Recently, after the ongoing strike in Hollywood and losing my fiance who was going to help me renovate my home, I made a decision to quit trying to live a life that doesn't fit me in this my second childhood.
I am no longer a suburban tract mama and I want to make memories, live in an unusual setting, do crazy things, and travel, but the care and cost of a home are prohibitive for a bohemian artist.
I've always been excited about tiny living and even as a kid wanted to live in an artist's commune with community garden and tiny homes and sense of village.
What's funny is there is Generation X and Millenials are both finding tiny living as a smart way to live rather than McMansions and being a slave to a place that houses you for bedtime.
To them, they need to build these tiny homes, but in our Baby Boomer generation, they were called mobile home parks or even trailer parks.
My decision to downsize drastically into something that affords me to know my neighbor's names, not have a noisy street and streetlights around me, a clubhouse for activities and suppers/parties, and a place I can easily pile up my $ in the bank and investments rather than in the dwelling, I can get a home for less than a new car and a sense of community. The lot lease is less than half local apartment rent $.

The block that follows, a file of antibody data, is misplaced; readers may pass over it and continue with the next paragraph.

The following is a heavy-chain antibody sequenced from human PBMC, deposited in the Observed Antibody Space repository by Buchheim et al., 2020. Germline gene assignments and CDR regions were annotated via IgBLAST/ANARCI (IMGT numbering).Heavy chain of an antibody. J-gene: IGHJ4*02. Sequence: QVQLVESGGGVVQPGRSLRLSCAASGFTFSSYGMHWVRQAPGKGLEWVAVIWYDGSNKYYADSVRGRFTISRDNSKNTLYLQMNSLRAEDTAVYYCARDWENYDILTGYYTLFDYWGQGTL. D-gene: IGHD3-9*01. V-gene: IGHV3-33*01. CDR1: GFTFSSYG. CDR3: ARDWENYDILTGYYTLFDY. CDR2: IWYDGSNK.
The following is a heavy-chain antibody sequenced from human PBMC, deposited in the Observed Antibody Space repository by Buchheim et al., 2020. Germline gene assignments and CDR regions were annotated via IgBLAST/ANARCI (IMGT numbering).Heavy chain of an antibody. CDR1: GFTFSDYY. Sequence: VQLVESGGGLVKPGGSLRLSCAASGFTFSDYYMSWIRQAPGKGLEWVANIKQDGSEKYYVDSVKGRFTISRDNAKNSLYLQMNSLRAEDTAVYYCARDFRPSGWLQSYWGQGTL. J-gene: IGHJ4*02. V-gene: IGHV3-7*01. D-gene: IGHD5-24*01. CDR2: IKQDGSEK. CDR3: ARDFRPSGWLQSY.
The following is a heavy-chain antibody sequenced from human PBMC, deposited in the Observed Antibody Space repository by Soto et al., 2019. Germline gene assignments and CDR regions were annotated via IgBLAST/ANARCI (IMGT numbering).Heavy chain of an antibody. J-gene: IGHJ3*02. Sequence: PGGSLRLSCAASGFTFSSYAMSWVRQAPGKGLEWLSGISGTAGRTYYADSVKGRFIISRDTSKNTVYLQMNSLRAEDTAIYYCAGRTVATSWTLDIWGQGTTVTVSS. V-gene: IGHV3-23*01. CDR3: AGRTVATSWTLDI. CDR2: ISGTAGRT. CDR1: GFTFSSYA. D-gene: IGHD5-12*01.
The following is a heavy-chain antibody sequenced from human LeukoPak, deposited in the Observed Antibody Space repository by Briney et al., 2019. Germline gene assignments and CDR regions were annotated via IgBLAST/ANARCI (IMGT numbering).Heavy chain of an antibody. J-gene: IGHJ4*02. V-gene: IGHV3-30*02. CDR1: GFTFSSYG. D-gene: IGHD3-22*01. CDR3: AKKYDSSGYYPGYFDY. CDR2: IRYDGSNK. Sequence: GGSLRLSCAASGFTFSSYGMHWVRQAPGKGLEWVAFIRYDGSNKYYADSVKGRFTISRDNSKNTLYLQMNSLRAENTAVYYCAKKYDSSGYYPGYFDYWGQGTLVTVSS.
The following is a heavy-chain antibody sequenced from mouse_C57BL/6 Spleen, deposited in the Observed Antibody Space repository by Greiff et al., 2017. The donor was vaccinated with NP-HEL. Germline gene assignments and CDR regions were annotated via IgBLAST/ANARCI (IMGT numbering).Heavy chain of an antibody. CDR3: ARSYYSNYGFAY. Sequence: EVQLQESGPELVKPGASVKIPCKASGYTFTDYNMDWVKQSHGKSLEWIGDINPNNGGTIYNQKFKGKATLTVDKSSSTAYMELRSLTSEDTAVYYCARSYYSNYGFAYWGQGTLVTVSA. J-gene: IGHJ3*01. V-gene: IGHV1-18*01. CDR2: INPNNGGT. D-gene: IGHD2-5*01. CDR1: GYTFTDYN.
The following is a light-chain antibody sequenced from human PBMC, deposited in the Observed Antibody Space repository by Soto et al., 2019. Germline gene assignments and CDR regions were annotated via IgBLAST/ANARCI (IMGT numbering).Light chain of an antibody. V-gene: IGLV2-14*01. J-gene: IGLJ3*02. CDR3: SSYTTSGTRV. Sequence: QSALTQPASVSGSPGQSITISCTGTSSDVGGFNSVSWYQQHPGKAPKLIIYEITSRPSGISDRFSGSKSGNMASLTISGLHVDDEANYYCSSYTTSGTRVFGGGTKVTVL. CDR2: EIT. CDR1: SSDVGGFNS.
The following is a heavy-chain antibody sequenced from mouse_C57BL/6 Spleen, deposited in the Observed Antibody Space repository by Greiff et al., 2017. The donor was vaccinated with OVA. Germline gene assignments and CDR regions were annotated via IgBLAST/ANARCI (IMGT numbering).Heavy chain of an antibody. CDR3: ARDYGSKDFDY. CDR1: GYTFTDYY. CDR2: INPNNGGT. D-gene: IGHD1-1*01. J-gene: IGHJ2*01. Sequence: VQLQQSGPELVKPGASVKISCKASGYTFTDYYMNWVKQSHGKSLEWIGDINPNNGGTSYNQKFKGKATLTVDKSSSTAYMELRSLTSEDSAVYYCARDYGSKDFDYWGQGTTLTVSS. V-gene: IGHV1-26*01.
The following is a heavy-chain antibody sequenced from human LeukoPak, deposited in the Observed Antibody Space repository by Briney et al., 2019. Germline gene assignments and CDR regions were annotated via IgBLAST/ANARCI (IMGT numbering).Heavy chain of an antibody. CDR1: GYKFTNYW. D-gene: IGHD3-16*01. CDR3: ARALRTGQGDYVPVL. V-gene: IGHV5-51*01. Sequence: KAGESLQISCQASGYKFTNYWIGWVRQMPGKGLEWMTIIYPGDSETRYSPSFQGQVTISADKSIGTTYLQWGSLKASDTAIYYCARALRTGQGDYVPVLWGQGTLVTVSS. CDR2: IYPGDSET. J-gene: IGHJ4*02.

I'm surprised more apartment renters aren't considering this option! No one living atop of you or below, no sharing a wall. You can do what you want with the decor. You can lock up and have close knit neighbors who are handimen, dog walkers, plant waterers when you're away....
On my YouTube channel Sharon Day Life Archivist I have playlists for things like an artist's life, paranormal subjects, sykinesis (Bell's palsy fallout), and I will be creating one for mobile home living/tiny living as soon as I get moved into my new home. I also will be sharing on my Instagram sharon_day_life_archivist.
In fact, after sharing my exciting new bohemian artist's den and living way below my means and simplifying my life to free up my creative - three friends have expressed their goal to do so too.
One has a beautiful getaway for hot months but needs a warmer winter in Arizona. One is a struggling artist who has to renew a lease for an expensive apartment. Another one is a friend retiring in a year or two and downsizing.
Whatever the reason, mobile home living makes a helluva lot of sense and frees you up to no longer be a slave to income and upkeep and able to build a community, have activities, and easily come and go feeling secure your abode is not housing lots of expensive wonders that are too tantalizing.
I am so excited for this new phase of my life! I wish I had done it long ago to greatly reduce stress and pursue my dreams knowing I have a safe affordable place to crash between adventures.
More to come -